The state supplies an email address for all the legs.  It’s a pretty clunky system.  Also, some legs try to keep that for the more official stuff and encourage the constituents to use a different address.  Many legs have their own “business” (vs. personal) email address, often as part of their own domain name.

      (The entire tech system in the capitol is pretty creaky, the result I presume of lack of funding. Only one computer in an office can be connected to the network, thus eliminating the possibility of staff using one in the office and the leg using one on the floor or in committee!) 

      Depending on how things are set up by the network engineers, the email might be deleted at the work station but not on a server.  And, of course, most folks don’t even know that “deleting” a mail usually just sends it to the Trash, sometimes staying there forever or until the hard drive dies.

      (If you really want to delete your mail, highlight and then Shift+Delete, “Yes.”) But even deleted mail is recoverable to folks like the FBI who will use electron microscopes to look at each magnetic particle!  Not likely here, though.

      Don’t know much about CORA, but it seems to me that two public officials should be able to communicate using any domain name or server and be protected if it is official business.  This event certainly stinks ethically.

      If the R’s think that they got one over on the Dems, just wait until the R emails start becoming public.  Like that damn fool in Loveland, Welker or whatever. 

      • MontesquieuianGauntlet says:

        Didn’t the Tracy Baker incident instruct that it doesn’t matter where the communication exists, no matter what domain name, computer, server, or even on hard-copy; if it is between two public officials and is about public policy it is NOT protected, and IS subject to inspection?  Not defending the ethical charge here, just trying to understand the CORA angle.

      • cologeek says:

        I would prefer that ALL discussions made by legislators concerning official business become public knowledge.  Not necessarily at the time, but certainly after decisions have been made.  We the taxpayers deserve to know all the facts and reasoning behind lawmakers decisions.  It would also serve to reveal the extremists on both sides of the political debate.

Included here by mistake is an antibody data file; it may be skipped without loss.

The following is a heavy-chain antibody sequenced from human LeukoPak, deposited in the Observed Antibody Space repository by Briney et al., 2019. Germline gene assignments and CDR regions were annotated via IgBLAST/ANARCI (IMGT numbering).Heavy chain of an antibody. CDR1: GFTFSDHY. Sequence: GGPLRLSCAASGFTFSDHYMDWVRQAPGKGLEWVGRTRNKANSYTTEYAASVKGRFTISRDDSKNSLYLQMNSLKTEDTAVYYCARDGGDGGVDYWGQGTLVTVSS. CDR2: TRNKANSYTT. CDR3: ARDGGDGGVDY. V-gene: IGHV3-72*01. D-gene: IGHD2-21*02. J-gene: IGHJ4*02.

In this case we found out that the chairman of the House Education Committee was completely and pathologically biased against any alternatives to the failures that have occurred in “traditional” public education.  His views on this matter are so far out of the mainstream that he was forced to resign his committee leadership position less than a day after they came to light.

        More sunshine and less shadow in our government operations whenever possible and we may have less to gripe about in the future.

        • puddin says:

          discussions made public?  It would lead to endless posturing with no attempts to forge real compromise and problem solving. 

          In the realm of impossible ideas,  this leads the parade.  This ranks right up there with the initiative process that has screwed the tax laws so badly.  Be proud!  You’ve moved to the head of the class.

          • cologeek says:

            in deals made in smoke filled rooms behind closed doors?  That we should never know what is going on that facilitates the decisions legislators make that affect our lives (and in this case our childrens lives)?  We should be quiet little ignorant sheep and be led to wherever our betters that we elected lead us?  Or are you just upset that this time it was a Dem who put his foot into his mouth almost up to his crotch?  I do believe in transparency in government and that legislators of both parties be held accountable.